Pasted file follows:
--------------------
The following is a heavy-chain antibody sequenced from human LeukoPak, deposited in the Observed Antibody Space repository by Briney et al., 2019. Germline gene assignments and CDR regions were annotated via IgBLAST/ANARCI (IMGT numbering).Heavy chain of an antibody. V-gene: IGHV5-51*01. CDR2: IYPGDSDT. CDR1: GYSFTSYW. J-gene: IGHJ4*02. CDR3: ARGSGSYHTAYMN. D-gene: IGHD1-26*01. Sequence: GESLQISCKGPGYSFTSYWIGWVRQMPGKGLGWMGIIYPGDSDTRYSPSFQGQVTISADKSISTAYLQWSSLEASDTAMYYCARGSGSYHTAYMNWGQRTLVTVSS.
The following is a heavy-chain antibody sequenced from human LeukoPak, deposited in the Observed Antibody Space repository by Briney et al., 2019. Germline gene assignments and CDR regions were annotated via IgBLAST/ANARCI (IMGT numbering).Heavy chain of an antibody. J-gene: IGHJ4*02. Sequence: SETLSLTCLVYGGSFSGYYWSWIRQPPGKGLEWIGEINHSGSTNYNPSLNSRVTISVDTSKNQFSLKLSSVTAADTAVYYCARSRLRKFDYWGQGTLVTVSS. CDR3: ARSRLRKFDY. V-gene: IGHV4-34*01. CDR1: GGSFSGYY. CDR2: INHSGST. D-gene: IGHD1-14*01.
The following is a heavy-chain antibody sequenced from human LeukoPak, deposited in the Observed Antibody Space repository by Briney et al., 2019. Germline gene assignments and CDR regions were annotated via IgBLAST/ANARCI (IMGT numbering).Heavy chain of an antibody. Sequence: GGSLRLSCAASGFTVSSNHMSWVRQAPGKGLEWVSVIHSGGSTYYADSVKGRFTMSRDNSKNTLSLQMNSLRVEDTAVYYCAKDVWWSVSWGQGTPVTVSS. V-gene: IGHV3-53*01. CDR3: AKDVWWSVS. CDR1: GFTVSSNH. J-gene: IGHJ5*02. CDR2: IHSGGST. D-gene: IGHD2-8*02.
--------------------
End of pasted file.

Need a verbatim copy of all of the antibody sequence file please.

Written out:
The following is a heavy-chain antibody sequenced from human LeukoPak, deposited in the Observed Antibody Space repository by Briney et al., 2019. Germline gene assignments and CDR regions were annotated via IgBLAST/ANARCI (IMGT numbering).Heavy chain of an antibody. V-gene: IGHV5-51*01. CDR2: IYPGDSDT. CDR1: GYSFTSYW. J-gene: IGHJ4*02. CDR3: ARGSGSYHTAYMN. D-gene: IGHD1-26*01. Sequence: GESLQISCKGPGYSFTSYWIGWVRQMPGKGLGWMGIIYPGDSDTRYSPSFQGQVTISADKSISTAYLQWSSLEASDTAMYYCARGSGSYHTAYMNWGQRTLVTVSS.
The following is a heavy-chain antibody sequenced from human LeukoPak, deposited in the Observed Antibody Space repository by Briney et al., 2019. Germline gene assignments and CDR regions were annotated via IgBLAST/ANARCI (IMGT numbering).Heavy chain of an antibody. J-gene: IGHJ4*02. Sequence: SETLSLTCLVYGGSFSGYYWSWIRQPPGKGLEWIGEINHSGSTNYNPSLNSRVTISVDTSKNQFSLKLSSVTAADTAVYYCARSRLRKFDYWGQGTLVTVSS. CDR3: ARSRLRKFDY. V-gene: IGHV4-34*01. CDR1: GGSFSGYY. CDR2: INHSGST. D-gene: IGHD1-14*01.
The following is a heavy-chain antibody sequenced from human LeukoPak, deposited in the Observed Antibody Space repository by Briney et al., 2019. Germline gene assignments and CDR regions were annotated via IgBLAST/ANARCI (IMGT numbering).Heavy chain of an antibody. Sequence: GGSLRLSCAASGFTVSSNHMSWVRQAPGKGLEWVSVIHSGGSTYYADSVKGRFTMSRDNSKNTLSLQMNSLRVEDTAVYYCAKDVWWSVSWGQGTPVTVSS. V-gene: IGHV3-53*01. CDR3: AKDVWWSVS. CDR1: GFTVSSNH. J-gene: IGHJ5*02. CDR2: IHSGGST. D-gene: IGHD2-8*02.